May 15, 2017 | Written by: Robin Bobbitt
Categorized: DevOps | How-tos
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In 2015, I shared the great things
IBM® Bluemix® DevOps Services can do for you and your favorite GitHub repo. Since then, the DevOps Services team has taken the best of DevOps Services and rebuilt it as IBM Bluemix Continuous Delivery
, with even more and better GitHub integrations for you and your team. By making your repo a part of a Continuous Delivery toolchain, you can automatically build and deploy your code to Bluemix, trace your changes from commit to your deployment targets, edit your code in a fully functional browser-based IDE, and gain valuable insights into your code and your development team. Let’s take a look at each of these capabilities.
With this toolchain, I’m developing a simple Node.js app for checking the weather.
My code is stored in a GitHub repo, and I’m tracking my work in the same GitHub project. I use Delivery Pipeline to automatically build, test, and deploy my app to Bluemix.
Delivery pipeline with four stages and two deployment targets
With my pipeline, I can organize the continuous delivery of my app into several stages, each consisting of one or more discrete jobs. The BUILD stage grabs my latest code changes and runs a set of unit tests against the code. If the tests pass, the pipeline proceeds to the STAGING stage and deploys my app to my staging environment on Bluemix. FVT tests are then run against the deployed app. If everything succeeds, I use a Deployment Risk gate from DevOps Insights to decide whether it’s safe to proceed to production based on predefined criteria. My criteria are that all critical tests must pass and that code test coverage must show no regressions. My pipeline automatically deploys to production when the GATE stage passes. If I want to add another layer of checking, I can configure my PRODUCTION stage to run manually only.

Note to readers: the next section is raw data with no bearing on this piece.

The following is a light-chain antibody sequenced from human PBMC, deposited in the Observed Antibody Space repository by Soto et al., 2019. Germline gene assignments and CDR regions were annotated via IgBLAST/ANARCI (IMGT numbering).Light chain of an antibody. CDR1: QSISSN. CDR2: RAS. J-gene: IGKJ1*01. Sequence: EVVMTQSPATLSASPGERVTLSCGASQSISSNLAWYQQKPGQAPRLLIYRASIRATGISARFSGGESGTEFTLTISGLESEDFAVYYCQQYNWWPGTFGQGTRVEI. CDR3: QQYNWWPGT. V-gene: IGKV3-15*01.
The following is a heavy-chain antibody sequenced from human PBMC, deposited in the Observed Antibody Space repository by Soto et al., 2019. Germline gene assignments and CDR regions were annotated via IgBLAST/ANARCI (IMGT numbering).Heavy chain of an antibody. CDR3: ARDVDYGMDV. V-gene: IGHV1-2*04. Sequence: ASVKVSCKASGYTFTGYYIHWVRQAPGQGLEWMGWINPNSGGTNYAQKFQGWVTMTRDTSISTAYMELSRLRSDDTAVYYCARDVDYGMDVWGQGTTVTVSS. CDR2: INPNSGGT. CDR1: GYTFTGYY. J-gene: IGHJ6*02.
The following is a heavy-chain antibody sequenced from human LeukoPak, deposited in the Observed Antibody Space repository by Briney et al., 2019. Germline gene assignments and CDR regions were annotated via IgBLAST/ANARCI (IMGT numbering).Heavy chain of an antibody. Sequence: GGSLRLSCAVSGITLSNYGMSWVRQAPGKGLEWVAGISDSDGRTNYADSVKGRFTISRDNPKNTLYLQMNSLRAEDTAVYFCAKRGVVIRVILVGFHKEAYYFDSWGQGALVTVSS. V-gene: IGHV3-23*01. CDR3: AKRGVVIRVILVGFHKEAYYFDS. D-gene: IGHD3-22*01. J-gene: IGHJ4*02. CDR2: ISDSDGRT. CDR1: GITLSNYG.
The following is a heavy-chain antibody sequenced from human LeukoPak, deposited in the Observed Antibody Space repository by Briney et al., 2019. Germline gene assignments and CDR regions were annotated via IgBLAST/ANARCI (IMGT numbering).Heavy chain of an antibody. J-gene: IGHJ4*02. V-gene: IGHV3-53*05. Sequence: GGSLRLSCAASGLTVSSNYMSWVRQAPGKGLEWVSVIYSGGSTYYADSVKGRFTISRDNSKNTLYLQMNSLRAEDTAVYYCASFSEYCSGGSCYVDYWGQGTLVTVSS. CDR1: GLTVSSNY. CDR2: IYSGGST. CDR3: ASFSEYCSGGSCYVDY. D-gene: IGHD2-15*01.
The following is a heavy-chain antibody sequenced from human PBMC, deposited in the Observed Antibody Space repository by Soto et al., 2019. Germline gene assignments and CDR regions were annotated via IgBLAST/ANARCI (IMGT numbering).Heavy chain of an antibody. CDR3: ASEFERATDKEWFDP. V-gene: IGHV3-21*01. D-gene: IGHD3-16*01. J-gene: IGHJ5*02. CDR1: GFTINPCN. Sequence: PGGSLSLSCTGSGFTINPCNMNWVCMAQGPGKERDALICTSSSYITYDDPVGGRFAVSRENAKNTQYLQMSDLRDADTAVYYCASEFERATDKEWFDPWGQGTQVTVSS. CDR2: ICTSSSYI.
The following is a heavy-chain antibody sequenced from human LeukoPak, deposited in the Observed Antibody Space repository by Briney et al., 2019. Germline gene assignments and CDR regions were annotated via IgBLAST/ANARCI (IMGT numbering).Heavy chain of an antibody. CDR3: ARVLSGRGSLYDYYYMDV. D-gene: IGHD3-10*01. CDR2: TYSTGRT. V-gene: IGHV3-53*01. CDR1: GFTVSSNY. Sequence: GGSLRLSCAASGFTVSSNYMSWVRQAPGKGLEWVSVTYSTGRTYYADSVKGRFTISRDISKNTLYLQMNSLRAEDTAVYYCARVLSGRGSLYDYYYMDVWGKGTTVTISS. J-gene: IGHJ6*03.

As you can see, Delivery Pipeline is the way that my app goes from code in GitHub to live on Bluemix. I can make this path as simple or as complex as my app requires. For more information about Delivery Pipeline, see Working with Delivery Pipeline
Because I enabled the option to track the deployment of code changes when I configured my GitHub repo in my toolchain, I can trace the flow of my code changes to Bluemix. As Delivery Pipeline deploys my changes, the commits are tagged with an indicator of where they were deployed and the time of the deployment. Likewise, the linked issues are automatically labeled to indicate where they were deployed.
A commit tagged with deployment details
A linked issue labeled with deployment targets
By adding DevOps Insights to my toolchain, I used the Deployment Risk gates that you read about earlier. When I also allow DevOps Insights to analyze my GitHub repo and issues, I can gain developer and team insights. As you can see from this example, I’m not doing a great job of linking my commits to issues, and I need to make
sure that I’m keeping my code changes quick and small. I can also identify risky, defect-prone files and make sure that I reduce the number of those files over time.
Developer Insights: Developer Best Practices
I can also ensure that my team is properly balanced, with developers contributing equally where appropriate and collaborating on code. I can use this data to determine where it might make sense to cross-train developers or assign mentors to new developers.
Team Dynamics: Social Coding